A Rosewood Soprano! How nice. My wooden Tenor is Rosewood, and I love it. I find Rosewood a balance of warmth and brilliance. Enjoy it in the best of health!
Pearwood vs Tulipwood vs Modern — wow. You must post your impressions.
Regarding ‘evaluations,’ Let me apologize in advance for the unrequested thoughts that follow, but my recent experience evaluating and purchasing a ‘blackwood’ Alto may be of some value. I had three sent to choose from: One handmade new, one handmade used, and a (1980s?) mid-priced factory instrument. Each day seemed to result in a new ‘first choice.’ In the end I discovered three or four important factors I came to focus on.
First was if an instrument’s voice was more flute like (pure) or reedy (complex.)
Two, how different sounding was the low G/G# from the nearby notes. Every Recorder seems to have issues with that hole to some degree. It may not be possible for it to be identical to the nearby notes, but I feel the less it ‘sticks out’ can be of help in blending and phrasing.
Third is the low F with its own two issues: A, how much quieter is it than the notes near it. (All lowest Fs are quiet;) and B, how easy is it to get a good clean F note, especially on a faster passage. I spent hours rotating the foot for a low F on one of the ‘try-out’ Altos. I could not get that instrument to consistently play a clean F. I chose to reject the instrument despite it having the most beautiful overall voice of the three. It hurt to send it back.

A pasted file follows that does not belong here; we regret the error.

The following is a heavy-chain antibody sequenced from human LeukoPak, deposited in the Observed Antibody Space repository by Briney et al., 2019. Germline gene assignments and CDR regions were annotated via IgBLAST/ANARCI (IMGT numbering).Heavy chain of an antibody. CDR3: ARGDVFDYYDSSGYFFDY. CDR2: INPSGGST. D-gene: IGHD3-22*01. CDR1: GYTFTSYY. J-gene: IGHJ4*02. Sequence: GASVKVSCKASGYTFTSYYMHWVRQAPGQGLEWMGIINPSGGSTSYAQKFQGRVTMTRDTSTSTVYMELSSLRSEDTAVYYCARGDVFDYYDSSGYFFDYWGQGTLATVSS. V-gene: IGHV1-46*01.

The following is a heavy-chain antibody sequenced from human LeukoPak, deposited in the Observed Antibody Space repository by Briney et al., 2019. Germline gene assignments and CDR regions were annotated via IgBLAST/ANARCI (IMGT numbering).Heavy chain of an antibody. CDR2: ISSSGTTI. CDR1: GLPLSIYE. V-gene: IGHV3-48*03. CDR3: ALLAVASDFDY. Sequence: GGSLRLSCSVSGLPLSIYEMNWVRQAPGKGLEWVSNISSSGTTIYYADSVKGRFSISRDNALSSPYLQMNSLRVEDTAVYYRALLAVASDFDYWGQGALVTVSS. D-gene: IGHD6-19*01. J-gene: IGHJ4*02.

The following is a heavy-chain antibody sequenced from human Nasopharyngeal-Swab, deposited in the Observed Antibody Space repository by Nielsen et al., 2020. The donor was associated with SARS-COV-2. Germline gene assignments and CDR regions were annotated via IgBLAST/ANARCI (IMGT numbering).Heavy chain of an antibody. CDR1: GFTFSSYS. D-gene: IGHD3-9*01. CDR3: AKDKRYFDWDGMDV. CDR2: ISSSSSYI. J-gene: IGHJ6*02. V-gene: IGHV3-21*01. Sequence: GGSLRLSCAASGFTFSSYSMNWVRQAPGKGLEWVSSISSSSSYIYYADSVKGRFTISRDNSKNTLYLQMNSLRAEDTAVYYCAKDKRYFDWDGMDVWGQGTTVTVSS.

Regarding low F loudness: from what I understand, as you choose to make the foot ‘tube’ longer, the low F gets louder till it matches the nearby notes. The problem is that the right-hand pinky reach increases as well. This seems to be why the first key that’s added to some Altos and many Tenors is always on that last hole. But on a good instrument, F seems to be ‘acceptably’ close in volume.
No two Recorders the same; no two players the same. I hope it was okay to share these post-evaluation thoughts. That week seemed very, very short.